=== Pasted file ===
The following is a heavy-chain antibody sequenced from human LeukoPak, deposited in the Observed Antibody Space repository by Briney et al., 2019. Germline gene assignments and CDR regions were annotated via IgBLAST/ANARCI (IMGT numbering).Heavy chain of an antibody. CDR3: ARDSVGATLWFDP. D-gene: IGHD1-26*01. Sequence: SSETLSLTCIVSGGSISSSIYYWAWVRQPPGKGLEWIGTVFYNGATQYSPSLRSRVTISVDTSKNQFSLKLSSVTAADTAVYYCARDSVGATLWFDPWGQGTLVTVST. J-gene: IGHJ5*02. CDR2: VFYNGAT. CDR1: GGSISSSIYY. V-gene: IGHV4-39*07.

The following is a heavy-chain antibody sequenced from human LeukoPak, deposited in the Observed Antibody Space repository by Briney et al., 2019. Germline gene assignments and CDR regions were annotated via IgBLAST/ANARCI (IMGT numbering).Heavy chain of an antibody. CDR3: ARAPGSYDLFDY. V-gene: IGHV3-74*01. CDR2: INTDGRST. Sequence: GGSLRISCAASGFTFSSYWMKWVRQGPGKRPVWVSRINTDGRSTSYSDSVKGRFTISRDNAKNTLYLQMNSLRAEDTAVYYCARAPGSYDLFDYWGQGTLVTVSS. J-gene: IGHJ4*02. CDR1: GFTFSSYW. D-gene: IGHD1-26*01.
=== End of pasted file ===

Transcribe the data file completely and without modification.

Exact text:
The following is a heavy-chain antibody sequenced from human LeukoPak, deposited in the Observed Antibody Space repository by Briney et al., 2019. Germline gene assignments and CDR regions were annotated via IgBLAST/ANARCI (IMGT numbering).Heavy chain of an antibody. CDR3: ARDSVGATLWFDP. D-gene: IGHD1-26*01. Sequence: SSETLSLTCIVSGGSISSSIYYWAWVRQPPGKGLEWIGTVFYNGATQYSPSLRSRVTISVDTSKNQFSLKLSSVTAADTAVYYCARDSVGATLWFDPWGQGTLVTVST. J-gene: IGHJ5*02. CDR2: VFYNGAT. CDR1: GGSISSSIYY. V-gene: IGHV4-39*07.

The following is a heavy-chain antibody sequenced from human LeukoPak, deposited in the Observed Antibody Space repository by Briney et al., 2019. Germline gene assignments and CDR regions were annotated via IgBLAST/ANARCI (IMGT numbering).Heavy chain of an antibody. CDR3: ARAPGSYDLFDY. V-gene: IGHV3-74*01. CDR2: INTDGRST. Sequence: GGSLRISCAASGFTFSSYWMKWVRQGPGKRPVWVSRINTDGRSTSYSDSVKGRFTISRDNAKNTLYLQMNSLRAEDTAVYYCARAPGSYDLFDYWGQGTLVTVSS. J-gene: IGHJ4*02. CDR1: GFTFSSYW. D-gene: IGHD1-26*01.